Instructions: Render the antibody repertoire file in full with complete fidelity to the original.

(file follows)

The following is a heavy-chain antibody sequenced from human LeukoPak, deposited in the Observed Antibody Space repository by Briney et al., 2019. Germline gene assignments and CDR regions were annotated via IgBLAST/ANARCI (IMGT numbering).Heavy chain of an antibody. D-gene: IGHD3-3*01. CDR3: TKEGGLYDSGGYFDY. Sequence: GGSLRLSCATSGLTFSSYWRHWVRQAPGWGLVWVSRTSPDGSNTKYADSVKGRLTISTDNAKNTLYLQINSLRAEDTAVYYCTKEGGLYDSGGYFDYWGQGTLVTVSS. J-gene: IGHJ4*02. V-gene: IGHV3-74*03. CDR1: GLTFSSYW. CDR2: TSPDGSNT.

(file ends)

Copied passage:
The following is a heavy-chain antibody sequenced from human LeukoPak, deposited in the Observed Antibody Space repository by Briney et al., 2019. Germline gene assignments and CDR regions were annotated via IgBLAST/ANARCI (IMGT numbering).Heavy chain of an antibody. D-gene: IGHD3-3*01. CDR3: TKEGGLYDSGGYFDY. Sequence: GGSLRLSCATSGLTFSSYWRHWVRQAPGWGLVWVSRTSPDGSNTKYADSVKGRLTISTDNAKNTLYLQINSLRAEDTAVYYCTKEGGLYDSGGYFDYWGQGTLVTVSS. J-gene: IGHJ4*02. V-gene: IGHV3-74*03. CDR1: GLTFSSYW. CDR2: TSPDGSNT.